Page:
What Community Facilities Does Centretown Need?

September 17, 2010 at 10:29 am 4 comments

Over the next few weeks, we will be posting a new discussion topic, ranging from Community facilities to defining the Character of Centretown, to generate dialogue about the future of Mid Centretown. We look forward to hearing your ideas in the comments.

The Centretown Ward is quickly becoming one of Ottawa’s most desirable destinations for downtown living and it is expected that more people will want to live and work in Centretown over the coming years.

To gain a better understanding of the different types of community amenities and facilities serving the Centretown Ward, a Community Amenities Audit was undertaken as part of the Mid-Centretown Community Plan.  By “community amenities”, we mean typically mean not-for-profit facilities that and are open to the public, such as community centres, playgrounds, sports fields or sports arenas.

The Centretown Community Amenities Audit (329 KB PDF) is in draft form at the moment and we need your help to finish it. (Click here for a 44 KB summary spreadsheet). Once finalized, an important output of this research will be to identify what types of additional community amenities may be required to complement existing amenities and facilitate future growth in the area.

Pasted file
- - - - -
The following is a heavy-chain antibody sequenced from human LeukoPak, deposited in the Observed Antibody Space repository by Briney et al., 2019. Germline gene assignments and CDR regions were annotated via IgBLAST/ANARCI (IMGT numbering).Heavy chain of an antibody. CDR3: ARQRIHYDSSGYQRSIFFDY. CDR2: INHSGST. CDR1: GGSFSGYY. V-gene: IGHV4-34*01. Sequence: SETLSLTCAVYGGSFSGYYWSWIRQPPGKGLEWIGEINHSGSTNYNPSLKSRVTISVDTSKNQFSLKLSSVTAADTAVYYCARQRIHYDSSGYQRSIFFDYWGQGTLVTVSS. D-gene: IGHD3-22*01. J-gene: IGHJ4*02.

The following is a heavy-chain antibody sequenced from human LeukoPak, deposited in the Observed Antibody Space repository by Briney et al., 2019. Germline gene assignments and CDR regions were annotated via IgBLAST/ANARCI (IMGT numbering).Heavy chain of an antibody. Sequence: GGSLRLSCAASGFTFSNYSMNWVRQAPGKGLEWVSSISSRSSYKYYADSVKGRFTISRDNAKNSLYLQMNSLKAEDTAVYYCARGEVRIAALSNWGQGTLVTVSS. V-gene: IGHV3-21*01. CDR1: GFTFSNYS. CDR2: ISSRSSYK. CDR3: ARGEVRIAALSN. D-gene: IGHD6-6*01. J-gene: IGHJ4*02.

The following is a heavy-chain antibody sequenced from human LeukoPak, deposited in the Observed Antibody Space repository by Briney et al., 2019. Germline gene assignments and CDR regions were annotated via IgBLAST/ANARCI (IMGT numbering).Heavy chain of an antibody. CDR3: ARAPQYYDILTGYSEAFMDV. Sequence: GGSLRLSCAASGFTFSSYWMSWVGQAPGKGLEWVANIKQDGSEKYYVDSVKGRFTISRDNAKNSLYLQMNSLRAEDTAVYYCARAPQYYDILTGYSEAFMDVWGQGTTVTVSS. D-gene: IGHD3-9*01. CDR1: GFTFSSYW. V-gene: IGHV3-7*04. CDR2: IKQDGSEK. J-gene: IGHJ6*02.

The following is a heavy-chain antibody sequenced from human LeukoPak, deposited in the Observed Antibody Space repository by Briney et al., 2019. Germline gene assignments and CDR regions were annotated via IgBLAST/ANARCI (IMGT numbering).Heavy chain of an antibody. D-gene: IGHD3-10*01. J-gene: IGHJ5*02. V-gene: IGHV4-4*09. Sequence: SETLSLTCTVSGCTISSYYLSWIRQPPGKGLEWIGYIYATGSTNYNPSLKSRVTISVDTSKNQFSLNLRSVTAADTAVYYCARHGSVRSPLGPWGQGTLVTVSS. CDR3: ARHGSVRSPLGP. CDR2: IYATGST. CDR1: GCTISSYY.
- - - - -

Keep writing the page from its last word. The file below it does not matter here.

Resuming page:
You can help us by that ensuring the Audit provides an accurate representation of facilities and amenities that you use within your neighbourhood.  A full list of community facilities that we have already included is provided at the end of the Amenities Audit.  Please tell us (by clicking here) if we are missing any important community facilities that you regularly use in Centretown. At the moment, youth facilities are looking particularly thin on the ground! What else are we missing?

An accurate understanding of current community facilities will help us to identify where gaps exist in provision and what new facilities may be required in the future.

We would like to acknowledge the huge help provided by the Ottawa Neighbourhood Study team, based out of the Institute for Population Health at the University of Ottawa.  They provided the foundation for much of this work. The very useful and important work this team is currently undertaking can be viewed here.